§ LORD FARRER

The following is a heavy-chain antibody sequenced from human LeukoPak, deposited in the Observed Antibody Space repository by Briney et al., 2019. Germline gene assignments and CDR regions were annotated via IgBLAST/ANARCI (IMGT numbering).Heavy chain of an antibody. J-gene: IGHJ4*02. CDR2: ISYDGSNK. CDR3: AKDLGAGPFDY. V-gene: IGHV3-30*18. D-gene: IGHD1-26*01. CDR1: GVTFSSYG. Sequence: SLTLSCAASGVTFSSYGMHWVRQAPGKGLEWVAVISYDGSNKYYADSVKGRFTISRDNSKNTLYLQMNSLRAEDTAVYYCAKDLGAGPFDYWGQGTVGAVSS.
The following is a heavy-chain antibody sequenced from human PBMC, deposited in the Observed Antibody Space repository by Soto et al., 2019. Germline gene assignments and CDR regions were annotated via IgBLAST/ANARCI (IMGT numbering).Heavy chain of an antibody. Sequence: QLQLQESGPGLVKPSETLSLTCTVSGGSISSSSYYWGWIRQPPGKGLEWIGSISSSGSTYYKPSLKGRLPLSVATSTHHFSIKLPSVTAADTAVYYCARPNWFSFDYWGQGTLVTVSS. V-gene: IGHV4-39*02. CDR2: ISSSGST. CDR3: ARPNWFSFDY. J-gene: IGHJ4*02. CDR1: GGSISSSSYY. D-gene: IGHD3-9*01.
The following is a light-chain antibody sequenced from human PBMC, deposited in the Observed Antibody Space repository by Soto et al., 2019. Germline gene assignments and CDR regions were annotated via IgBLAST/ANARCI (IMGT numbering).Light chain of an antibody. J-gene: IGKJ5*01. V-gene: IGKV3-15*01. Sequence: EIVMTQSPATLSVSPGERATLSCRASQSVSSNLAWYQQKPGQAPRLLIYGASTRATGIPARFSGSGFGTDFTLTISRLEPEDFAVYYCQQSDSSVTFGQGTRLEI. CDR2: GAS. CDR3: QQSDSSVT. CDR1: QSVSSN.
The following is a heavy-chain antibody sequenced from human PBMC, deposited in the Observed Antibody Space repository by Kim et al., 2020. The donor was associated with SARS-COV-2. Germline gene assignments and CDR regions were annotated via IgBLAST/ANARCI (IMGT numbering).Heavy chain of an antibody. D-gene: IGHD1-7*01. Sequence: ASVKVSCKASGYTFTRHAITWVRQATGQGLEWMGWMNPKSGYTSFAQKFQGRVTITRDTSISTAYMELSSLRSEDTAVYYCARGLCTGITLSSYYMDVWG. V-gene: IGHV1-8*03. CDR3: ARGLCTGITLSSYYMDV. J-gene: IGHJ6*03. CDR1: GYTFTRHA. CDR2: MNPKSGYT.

said he felt unwilling, not having been long a Member of the House, to address their Lordships on so extremely important a subject. He had, however, devoted some attention to it, and he would like to say a few words upon one or two points in the speech of the noble Duke, to whom he always listened with almost more attention and respect than any other Member of the House. The noble Duke cast some contempt on the notion of treating such a subject as a matter of expediency in raising money. But the fact that a large sum had to be raised for the public expenditure really lay at the bottom of the whole question. A larger sum was now demanded for naval purposes than hitherto, and the question was, how was that demand to be met? It was not a question of expediency, but of absolute necessity. He would not go into Sir William Harcourt's difficulties. They had been very great. He had succeeded to four very lean years after four very fat years. He had had to meet a new demand for naval expenditure, and in addition to pay off a debt of £6,000,000 charged upon him by the late Government. The right hon. Gentleman had 968 met those difficulties by various expedients, which had not been mentioned in this Debate, and had taken the opportunity of revising our whole system of taxation and of making certain changes in answer to loud complaints which had been made with reiterated force from time to time. The most important feature in the whole scheme was the acceptance and acknowledgment once for all of the system of graduated taxation. It was not a new thing. It had been introduced by Sir Stafford Northcote in connection with the Income Tax, and had been extended by Mr. Goschen in various ways. The principle that accumulated wealth should pay not only in arithmetical proportion to its amount, but in greater proportion as it became larger, was, he believed, a just principle, because the sacrifice was less to the rich man than to the poor man. The noble Duke said it would prevent saving, but would it prevent saving more than an Income Tax or taxes on articles of consumption? The taxes on the luxuries of the poor man—tobacco and alcohol—were already as high as they could be, and therefore, if the taxation of articles of consumption was to be carried any further, it would have to be extended to the food of the poor and the raw material used in our industries. We had no other resources. Why was a tax upon the rich man's accumulated wealth a greater hindrance to saving and industry than a tax upon articles of consumption or upon income? The noble Duke gave some instances to show how it would work—among others, in the dispersion of art collections. But, if so, the money would not be lost to the State for the purposes of taxation, because the works of art would not be sold for nothing, and it would only be the form in which the property was held that would be changed. The noble Duke said that if this principle were once begun there would be no end to it. That was their old friend "the thin end of the wedge" again, and that argument might be applied to almost everything. What was the answer to it? That Englishmen possessed a certain amount of common sense and were not going to commit suicide. Then the noble Duke said that by taxing the very rich man they would prevent him from giving employment to others. There 969 might be a diversion of money in such a case, but the money would still be spent on labor, and there would be just as much labor employed, whether in dockyards or in other fields of industry. It would not be lost to industry at all, but would be merely an alteration from the spending of the money on country residences, gardens, race-horses, and other pleasures perhaps innocent enough. For his own part, he was not sure that such expenditure was not preferable to building ironclads. The noble Duke expatiated on the hardships which would be inflicted on owners of land by the alteration in their habits and by the difficulties in maintaining their country places which would follow additional taxation on land. The noble Duke said that landed estates produced scarcely any income after making all deductions. No doubt there was a great deal of land in the country that was producing nothing at all, because it was occupied for pleasure and as a luxury; but its selling value was enormous. Was the fact that it was not producing income any reason why it should not be taxed? The rent or income derived from land was no test of its real value. It was one of the great complaints outside that ground values were not taxed according to their real worth. He deeply sympathized with an heir who came into an estate with nothing but his rents to depend upon, and admitted that it would have been well if the change in taxation could have been proposed at a time when the landed interest suffered less than at present. But were there no other persons suffering too—persons whose incomes were diminishing through the shrinkage in the value of investments? The answer to the complaint of the landowners was this: "You are in a peculiar situation. Your property is exempt from taxation to which other property is subject. At the same time, you have given a vote to every householder and workman. Do you think these men will look quietly upon large accumulations of property which remain untaxed?" Socialistic doctrines were abroad, and, although the good sense of our fellow-countrymen would reject them, they acquired considerable strength from their alliance with the cause of labor. Was this a time at which landowners could 970 afford to maintain exemptions from general taxation which had been long and bitterly complained of? Was it not a matter of extreme danger that these complaints should continue? Was it not unwise, on the part of landowners, to give the people power and not take upon themselves a full share of the burdens of the people? Was it not wiser to meet the people half-way? He felt strongly upon this subject because of what he had heard in another place, where he had witnessed the result of these new modes of thought. In the London County Council you could not mention the subject of taxing ground values without raising a cheer, which was very significant indeed, and he did not believe there was any way in which you could meet those manifestations of a possible danger so safely as by accepting willingly and loyally alterations in taxation which were just in themselves.